A Taste of Life at Windrush Alpacas

August 17, 2009

Preparing for Baby

It’s interesting to watch our pregnant dams as they get closer to the end of their pregnancy.  Their pregnant bump grows larger and often changes shape as the cria repositions itself during the day.  Sometimes the cria looks to be all on one side, other times the cria looks as if it has dropped right down in the dams abdomen and at the very end of the pregnancy the cria looks as if it is about to pop out of the dam at any moment as it stretches its legs causing movement at the base of the dam’s tail.

Some dams, such as our Queen, develop a voracious appetite and seem to spend their day constantly eating.  Others slow down their eating, delicately nibbling here and there and taking their time to chew their cud often.

When the weather is warm we often find our heavily pregnant dams parked in front of the fan.  The extra weight of the cria they are carrying generates more body heat and they need the opportunity to spend time in a nice cool spot.

We often notice that our late term dams “pick their spot”.   They will spend more and more time in one particular spot in the pasture, often an area a little way from the rest of the herd.  This spot usually ends up being where they go to when they start labor.  Alpacas don’t “nest” as such, but they do seem to find comfort in being in that spot that they have picked once labor starts.  This isn’t to say that the cria will be born in that spot as once labor starts the dams can move around quite a bit as they push and work on getting their cria delivered.   Unless something drives them away from that spot then often the cria will be delivered not far away from the area where the dam has spent many hours in her final weeks of pregnancy.

Willow is due to have her cria at the end of August and she has already picked out her spot in the pasture.  Last time she delivered her cria she did so in our large blue shelter, but the weather had dictated that choice as she delivered during a sandstorm.  Willow is smart enough to know that the shelter was a much more comfortable place to deliver a cria when the wind and dust are blowing.

This year Willow’s spot is in one of the pens that we use to feed the llamas every morning.  It has now become part of Willow’s routine that once she has been fed and the llamas have been let out of their pens that she make her way over to the one llama pen where she carefully cushes on the ground.  Once she is comfortably cushed she sits there for at least an hour, sometimes more, her ears back a little, sometimes flickering as her cria gives her a swift kick or two.  Willow doesn’t look uncomfortable during this time but you can tell something is going on.

You can bet we will be watching Willow as she gets closer to her delivery date, particularly when we see her over in her “spot”.  Let’s hope the llamas have finished eating by the time Willow decides to go into labor, or else there could be competition for that selected spot!


October 2, 2008

Sneaky, Sneaky!


Dutchess and Cria - not the best picture, better picture to follow!

Dutchess and Cria - not the best picture, better picture to follow!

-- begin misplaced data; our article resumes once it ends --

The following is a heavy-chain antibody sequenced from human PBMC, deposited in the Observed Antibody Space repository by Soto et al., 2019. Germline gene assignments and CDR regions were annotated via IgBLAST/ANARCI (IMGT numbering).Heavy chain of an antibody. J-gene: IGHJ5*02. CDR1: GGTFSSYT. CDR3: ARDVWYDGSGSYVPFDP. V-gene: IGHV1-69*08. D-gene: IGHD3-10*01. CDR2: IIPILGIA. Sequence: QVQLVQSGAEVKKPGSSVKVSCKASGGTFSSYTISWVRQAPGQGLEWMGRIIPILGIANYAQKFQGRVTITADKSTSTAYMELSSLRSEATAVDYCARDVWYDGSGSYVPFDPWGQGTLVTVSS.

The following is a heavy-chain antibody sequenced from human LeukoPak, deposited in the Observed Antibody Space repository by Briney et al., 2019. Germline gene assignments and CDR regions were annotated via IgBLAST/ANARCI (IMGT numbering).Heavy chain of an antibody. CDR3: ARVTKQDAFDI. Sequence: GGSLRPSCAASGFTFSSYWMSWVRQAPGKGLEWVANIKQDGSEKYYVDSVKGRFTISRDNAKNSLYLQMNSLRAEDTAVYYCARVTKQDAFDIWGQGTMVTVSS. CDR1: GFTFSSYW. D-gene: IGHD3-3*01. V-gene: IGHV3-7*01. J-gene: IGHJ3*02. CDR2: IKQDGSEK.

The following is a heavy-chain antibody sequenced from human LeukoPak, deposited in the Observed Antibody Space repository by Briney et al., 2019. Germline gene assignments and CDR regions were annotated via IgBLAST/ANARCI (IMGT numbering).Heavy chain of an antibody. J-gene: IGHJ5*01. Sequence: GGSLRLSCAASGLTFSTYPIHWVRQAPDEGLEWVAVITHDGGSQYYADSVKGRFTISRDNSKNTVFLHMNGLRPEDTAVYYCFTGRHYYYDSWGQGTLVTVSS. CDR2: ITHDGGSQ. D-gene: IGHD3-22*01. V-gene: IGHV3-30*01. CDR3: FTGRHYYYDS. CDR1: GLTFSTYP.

Once in a while you come across an alpaca dam that doesn’t give you much of an indication that she is about to deliver her cria –such was the case with Dutchess who sneakily delivered a beautiful 17.7 lb male cria yesterday afternoon.


Around 10 a.m. Dutchess’s owner Regina Dart had called me on my cell phone; I think she must have had a premonition as she asked me if I was out tending to one of her dams having a cria.  I was actually bottle feeding Mags and Song when Regina called and so told Regina that all of her dams were looking good although I had noticed that Dutchesses pregnancy bump had dropped since yesterday.  Regina and I had our usual conversation about what was going on in our worlds and then I went about finishing chores.  I did check under Dutchess’s tail and look at her udder as I do for all of the late term dams, everything looked fine with no swelling or significant changes.


Interestingly Dutchess had shown some different behavior a couple of days ago.  We had a breeding going on in one of the pens close to the pasture where Dutchess is.  She and Essie (another of Regina’s pregnant girls) had come over and shown some interest in the breeding, an indication that their hormone levels might be changing as they reached the end of pregnancy. Dutchess though took things a step further, she eyed up Keeva who was cushed close by, walked up to her, started orgling and then tried to mount Keeva.  Keeva wasn’t having any of that, spit at Dutchess and got up.  Dutchess was persistent in her efforts to mount Keeva and so I entered the pasture and herded Dutchess away from Keeva.


Yesterday afternoon I was preparing to load product into the truck to go to our booth at The Crafter’s Mall.  As I walked out of the house I could hear a cria humming.  The sound was coming from the pregnant girls pen, but I could see Cinnamon’s cria walking around and he is a little chatterbox, so much so we have nick named him Beeper (we promise to give him a more impressive registered name but for now Beeper suits him!).